I worked a file to be printed on a 4 x 10 feet banner. I set up the file size to 48 inches x 120 inches, at 300PPI.

My file was really large (7g), and it was smooth, no apparent pixel when zoomed to print size. Although, when I received the banner, it was ugly and we can see all pixels and the printer said we were bad graphic designers. Can somebody explain if I really did something wrong?

I don't think it should have been printed with a that bad resolution looks.

| improve this question | | | | |
  • Hi Anna-Maria, welcome to GDSE, there's already an answer here for large banners resolution. Try to verify if this answer offers some solution to your resolution and printing issues. – user120647 Sep 4 '18 at 19:03
  • but I would like to know if what I did was suppose to be okay? if it is my mistake, I don't want to do it again, and if it is the printer fault I would like to be sure. – Anna-Maria Sep 4 '18 at 19:18
  • Are you 100% sure your file has the four points described at the end of the valid answer and the right resolution? – user120647 Sep 4 '18 at 19:24
  • No . but it was saved in TIFF 300PPI 48X120inches and it was a 6.75 GB file. – Anna-Maria Sep 4 '18 at 20:30

Without seeing both, the source file and the printed result it is hard to tell, but I think you actually did some rookie mistakes. I am commenting those because those are the ones you can work with.

You do not send a 7Gb file to be printed... ever.

No one will work on that file seriously unless you are working in a really closed controlled environment, probably doing something for a Hollywood Blockbuster.

48x120 at 300 PPI is a file of 14,400 x 36,000 px or 518 Megapixels.

Considering that a really high-end camera has around 100Mpx, and a normal camera has 24Mpx...

An image of about 9 times smaller, 48x120 at 100ppi would work better.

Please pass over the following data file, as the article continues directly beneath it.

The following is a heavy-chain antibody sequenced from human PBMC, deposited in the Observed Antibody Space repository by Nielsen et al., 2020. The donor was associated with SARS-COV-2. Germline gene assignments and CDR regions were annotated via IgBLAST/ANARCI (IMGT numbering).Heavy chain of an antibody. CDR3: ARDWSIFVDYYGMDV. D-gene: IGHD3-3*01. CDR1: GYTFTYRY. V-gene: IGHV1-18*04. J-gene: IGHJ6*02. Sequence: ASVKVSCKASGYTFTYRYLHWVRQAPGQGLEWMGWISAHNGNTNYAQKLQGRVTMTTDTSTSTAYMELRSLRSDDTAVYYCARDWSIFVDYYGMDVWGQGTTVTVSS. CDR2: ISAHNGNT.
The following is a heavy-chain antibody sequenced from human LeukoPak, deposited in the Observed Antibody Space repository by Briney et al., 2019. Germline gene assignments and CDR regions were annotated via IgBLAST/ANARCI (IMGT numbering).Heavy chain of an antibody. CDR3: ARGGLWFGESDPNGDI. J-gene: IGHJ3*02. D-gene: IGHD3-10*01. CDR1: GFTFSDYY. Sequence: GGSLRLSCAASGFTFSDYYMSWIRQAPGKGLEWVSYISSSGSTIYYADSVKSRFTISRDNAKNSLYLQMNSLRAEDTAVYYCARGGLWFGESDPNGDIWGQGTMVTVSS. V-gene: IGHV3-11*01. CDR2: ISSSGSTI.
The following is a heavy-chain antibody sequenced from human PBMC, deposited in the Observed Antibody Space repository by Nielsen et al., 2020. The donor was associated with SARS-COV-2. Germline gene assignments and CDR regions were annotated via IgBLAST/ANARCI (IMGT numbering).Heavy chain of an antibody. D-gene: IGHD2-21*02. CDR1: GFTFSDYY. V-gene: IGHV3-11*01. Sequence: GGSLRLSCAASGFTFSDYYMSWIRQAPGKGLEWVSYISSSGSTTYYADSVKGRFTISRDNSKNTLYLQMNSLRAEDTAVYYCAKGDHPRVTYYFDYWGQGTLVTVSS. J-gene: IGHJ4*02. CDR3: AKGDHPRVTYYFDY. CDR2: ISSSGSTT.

Why is this important? because the person doing the job just resampled the humongous file to whatever he felt right. And somehow this is normal.

Are you a bad designer? I don't know about the design, but the file was prepared and sent in a wrong way. Again, that is a rookie mistake.

Sayed that, the print company personnel are just plain incompetent for two reasons.

  1. If the file is not sent in a proper way by the client, they just need to inform you so you correct it.

  2. If the file has enough information which it seems in this case, they just need to resample the file, for example reducing the file to 100ppi. No big deal there. But I still think point 1 is the proper way to act.

| improve this answer | | | | |
  • Thank you , this is great. So, to make sure I understand, if I had sent him a 48x120 at 100PPI , it would have been nice and without pixels? or it is better to smaller the size in inches and keep the 300PPI ? – Anna-Maria Sep 4 '18 at 22:54
  • Both options are correct. The final result is the same as long as you talk with the provider (and they talk to you) Take a look at the link Danielillo posted as a comment. – Rafael Sep 4 '18 at 23:03
  • Thank you very much for your help! I will read that carefully – Anna-Maria Sep 4 '18 at 23:05

Not the answer you're looking for? Browse other questions tagged or ask your own question.